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Take a break from whatever you are doing at the first sign of a migraine.

  • Lights and sounds can aggravate migraine pain. Get into a dark, quiet room. If possible, go to sleep.
  • You can treat headaches and neck pain by applying hot or cold compresses. Ice packs have an anaesthetic effect, which may dull the pain. Hot packs and heating pads will relax tense muscles. Warm showers may also help.
  • In small amounts, caffeine alone can ease migraine pain in the early stages of the condition. Caffeine may also enhance the pain-relieving effects of acetaminophen (such as Tylenol) and aspirin. Note that caffeine should be consumed in moderation. Too much of it can lead to withdrawal headaches and sleep disturbances, making migraines worse.

Make sure you get enough sleep

We spend about a third of our lives asleep, so it’s clearly an essential aspect of our lives

In addition to keeping you awake at night, migraines can be triggered by poor sleep. Here are some suggestions to help you get a good night’s sleep:

  • Sleep regular hours every day. Get up and go to bed at a similar time every day – even on weekends. Naps during the day should not exceed 20 to 30 minutes.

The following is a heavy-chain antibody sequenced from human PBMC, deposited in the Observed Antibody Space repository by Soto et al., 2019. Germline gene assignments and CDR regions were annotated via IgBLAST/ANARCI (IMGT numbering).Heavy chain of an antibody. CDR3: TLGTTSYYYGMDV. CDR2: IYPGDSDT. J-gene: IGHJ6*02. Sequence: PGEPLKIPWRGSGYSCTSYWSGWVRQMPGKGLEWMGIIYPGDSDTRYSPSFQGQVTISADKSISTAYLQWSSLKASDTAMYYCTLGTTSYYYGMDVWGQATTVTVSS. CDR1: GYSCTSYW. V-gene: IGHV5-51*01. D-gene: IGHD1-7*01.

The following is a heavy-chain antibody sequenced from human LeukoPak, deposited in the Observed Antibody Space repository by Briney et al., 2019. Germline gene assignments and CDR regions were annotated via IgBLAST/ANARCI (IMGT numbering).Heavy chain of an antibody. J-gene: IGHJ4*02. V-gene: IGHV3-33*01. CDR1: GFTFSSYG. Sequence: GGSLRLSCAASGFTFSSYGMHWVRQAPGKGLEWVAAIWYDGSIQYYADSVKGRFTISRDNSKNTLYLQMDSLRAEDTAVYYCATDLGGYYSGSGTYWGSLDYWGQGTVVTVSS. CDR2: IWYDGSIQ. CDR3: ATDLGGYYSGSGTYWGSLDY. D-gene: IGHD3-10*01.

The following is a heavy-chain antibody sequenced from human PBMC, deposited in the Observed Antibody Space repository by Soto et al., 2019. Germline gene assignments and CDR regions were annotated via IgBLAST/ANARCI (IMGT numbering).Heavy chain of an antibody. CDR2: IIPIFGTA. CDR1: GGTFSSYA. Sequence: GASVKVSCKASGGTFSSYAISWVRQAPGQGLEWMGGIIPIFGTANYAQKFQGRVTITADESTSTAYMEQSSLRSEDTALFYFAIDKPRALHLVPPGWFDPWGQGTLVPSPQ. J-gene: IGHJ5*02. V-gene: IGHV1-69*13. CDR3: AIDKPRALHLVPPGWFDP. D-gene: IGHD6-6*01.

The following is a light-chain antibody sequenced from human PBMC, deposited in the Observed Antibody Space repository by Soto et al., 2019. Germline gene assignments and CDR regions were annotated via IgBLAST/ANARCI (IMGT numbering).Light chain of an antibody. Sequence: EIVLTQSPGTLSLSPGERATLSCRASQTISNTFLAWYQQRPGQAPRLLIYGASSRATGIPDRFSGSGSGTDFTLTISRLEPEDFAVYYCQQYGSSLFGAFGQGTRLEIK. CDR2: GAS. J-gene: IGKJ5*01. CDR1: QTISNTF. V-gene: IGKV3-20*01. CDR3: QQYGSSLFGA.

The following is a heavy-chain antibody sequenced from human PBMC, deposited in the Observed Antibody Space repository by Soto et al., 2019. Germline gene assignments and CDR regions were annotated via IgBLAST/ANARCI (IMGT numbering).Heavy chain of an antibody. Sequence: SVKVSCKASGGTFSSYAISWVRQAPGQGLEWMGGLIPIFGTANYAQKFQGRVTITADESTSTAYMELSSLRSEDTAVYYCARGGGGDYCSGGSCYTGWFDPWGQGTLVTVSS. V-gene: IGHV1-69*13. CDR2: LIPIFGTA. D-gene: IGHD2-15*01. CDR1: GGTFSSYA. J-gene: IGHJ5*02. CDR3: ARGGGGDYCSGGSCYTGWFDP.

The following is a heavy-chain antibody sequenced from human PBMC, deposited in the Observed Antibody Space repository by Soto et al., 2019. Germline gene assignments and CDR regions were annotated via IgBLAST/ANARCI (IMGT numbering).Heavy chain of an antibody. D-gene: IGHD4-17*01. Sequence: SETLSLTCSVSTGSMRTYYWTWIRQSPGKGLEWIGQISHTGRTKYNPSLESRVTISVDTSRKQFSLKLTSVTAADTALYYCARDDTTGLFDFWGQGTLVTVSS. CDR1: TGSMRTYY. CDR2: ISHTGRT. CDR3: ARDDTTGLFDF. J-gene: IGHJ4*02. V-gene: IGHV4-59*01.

• Taking a warm bath or tuning in to soothing music can help you relax at the end of the day and promote better sleep.
  • Watch what you consume before bedtime. Also, intense exercise, heavy meals, caffeine, nicotine and alcohol can disrupt sleep.
  • Keep your bedroom for rest and intimacy. Don’t watch TV or take work materials to bed. Close the door. Use a fan to muffle distracting sounds.
  • It’s best not to try too hard to fall asleep. The more you try, the more awake you’ll feel. Reading or another quiet activity may help you fall asleep better.
  • Some migraine medicines may interfere with sleep if they contain caffeine or another stimulant.

Make smart food choices

You can influence your migraines by changing your eating habits. Here are some tips:

  • Consistency is key. Eat at the same time daily.
  • Avoid skipping meals. Fasting raises migraine risk.
  • It can be beneficial to keep a food journal. Recording the foods you eat and when you experience, migraines can help you find food culprits.
  • When you suspect a certain food is triggering migraines, remove it from your diet and see what happens. Examples of trigger foods include aged cheese, alcohol, chocolate and caffeine. 

Regular exercise is essential

You might be motivating yourself as you sweat doing your final reps by visualising that you'll soon have defined abs and toned biceps.

You release certain chemicals when you exercise that help block pain signals to your brain. These chemicals also reduce anxiety and depression, which can worsen migraines.